If an employee contracts an infectious disease as a result of his employment and it falls within either the schedule of diseases set out in the statute or the general definition of “occupational disease” in G.S. 97-53(13), it should be treated as a compensable event regardless of the fact that it might also qualify as an “injury by accident” under G.S. 97-2(6).
Other jurisdictions faced with the same issue have reached a similar result. See, e.g., Board of National Missions v. Alaska Industrial Board, 116 F. Supp. 625 (D. Alas. 1953) (tuberculosis contracted by missionary ministering to persons with that disease deemed an “occupational disease”); Mills v. Detroit Tuberculosis Sanitarium, 323 Mich. 200, 35 N.W. 2d 239 (1948) (tuberculosis contracted by dishwasher at Sanitarium); Otten v. State, 229 Minn. 488, 40 N.W. 2d 81 (1949) (contraction of tuberculosis by nurse); Herdick v. New York Zoological Society, 45 App. Div. 2d 120, 356 N.Y.S. 2d 706 (1974) (zookeeper contracted tuberculosis from handling infected animals).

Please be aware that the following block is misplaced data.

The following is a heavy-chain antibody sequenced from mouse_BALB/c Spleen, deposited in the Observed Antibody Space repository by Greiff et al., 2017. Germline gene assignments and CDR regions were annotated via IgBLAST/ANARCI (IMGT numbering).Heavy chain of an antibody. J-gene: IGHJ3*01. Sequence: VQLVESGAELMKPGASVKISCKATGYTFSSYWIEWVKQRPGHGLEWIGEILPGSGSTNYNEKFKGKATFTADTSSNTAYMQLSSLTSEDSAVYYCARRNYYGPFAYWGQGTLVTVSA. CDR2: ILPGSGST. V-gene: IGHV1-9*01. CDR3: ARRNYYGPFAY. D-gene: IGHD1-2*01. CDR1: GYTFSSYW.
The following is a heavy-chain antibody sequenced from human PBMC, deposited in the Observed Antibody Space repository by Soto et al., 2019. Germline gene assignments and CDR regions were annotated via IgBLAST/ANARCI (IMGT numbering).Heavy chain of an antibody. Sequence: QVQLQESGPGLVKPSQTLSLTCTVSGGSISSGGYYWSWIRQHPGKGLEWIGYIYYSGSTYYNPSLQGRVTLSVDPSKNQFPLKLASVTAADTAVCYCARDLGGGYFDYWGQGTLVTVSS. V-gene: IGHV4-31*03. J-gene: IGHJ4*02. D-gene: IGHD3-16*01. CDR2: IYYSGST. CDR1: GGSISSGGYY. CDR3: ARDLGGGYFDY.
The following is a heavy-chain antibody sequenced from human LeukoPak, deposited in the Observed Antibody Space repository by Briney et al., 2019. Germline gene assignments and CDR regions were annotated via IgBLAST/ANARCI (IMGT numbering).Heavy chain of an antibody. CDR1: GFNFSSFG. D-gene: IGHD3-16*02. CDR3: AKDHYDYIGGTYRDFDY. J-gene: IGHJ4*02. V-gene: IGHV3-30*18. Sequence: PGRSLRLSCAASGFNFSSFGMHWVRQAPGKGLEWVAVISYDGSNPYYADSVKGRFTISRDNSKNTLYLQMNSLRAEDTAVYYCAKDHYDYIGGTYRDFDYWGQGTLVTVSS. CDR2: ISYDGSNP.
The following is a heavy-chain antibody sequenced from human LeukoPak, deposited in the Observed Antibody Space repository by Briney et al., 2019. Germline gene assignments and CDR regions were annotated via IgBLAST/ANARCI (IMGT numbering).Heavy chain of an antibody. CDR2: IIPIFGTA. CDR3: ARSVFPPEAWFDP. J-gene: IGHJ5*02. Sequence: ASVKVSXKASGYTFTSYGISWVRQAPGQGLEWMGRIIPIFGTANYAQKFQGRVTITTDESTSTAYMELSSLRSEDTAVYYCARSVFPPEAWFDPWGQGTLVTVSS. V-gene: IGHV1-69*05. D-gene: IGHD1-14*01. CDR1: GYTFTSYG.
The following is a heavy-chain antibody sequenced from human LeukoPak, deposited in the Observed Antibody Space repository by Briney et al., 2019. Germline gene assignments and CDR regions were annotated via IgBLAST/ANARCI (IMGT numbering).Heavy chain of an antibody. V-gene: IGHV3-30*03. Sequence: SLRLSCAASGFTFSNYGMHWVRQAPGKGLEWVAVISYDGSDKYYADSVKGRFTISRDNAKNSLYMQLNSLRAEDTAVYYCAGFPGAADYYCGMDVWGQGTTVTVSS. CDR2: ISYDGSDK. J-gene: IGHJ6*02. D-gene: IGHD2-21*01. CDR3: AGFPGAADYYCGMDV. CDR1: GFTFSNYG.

Having concluded that G.S. 97-53(13) is to be interpreted independently of any prior definitions of “occupational disease,” we turn now to its construction. To be compensable under subsection (13) a disease must, inter alia, be “characteristic of and peculiar to a particular trade, occupation or employment.”
 A disease is “characteristic” of a profession when there is a recognizable link between the nature of the job and an increased risk of contracting the disease in question. See Harman v. Republican Aviation Corp., 298 N.Y. 285, 82 N.E. 2d 785 (1948). Appellees argue, however, that serum hepatitis is not “peculiar to” the occupation of laboratory technicians since employees in other occupations and members of the general public may also contract the disease.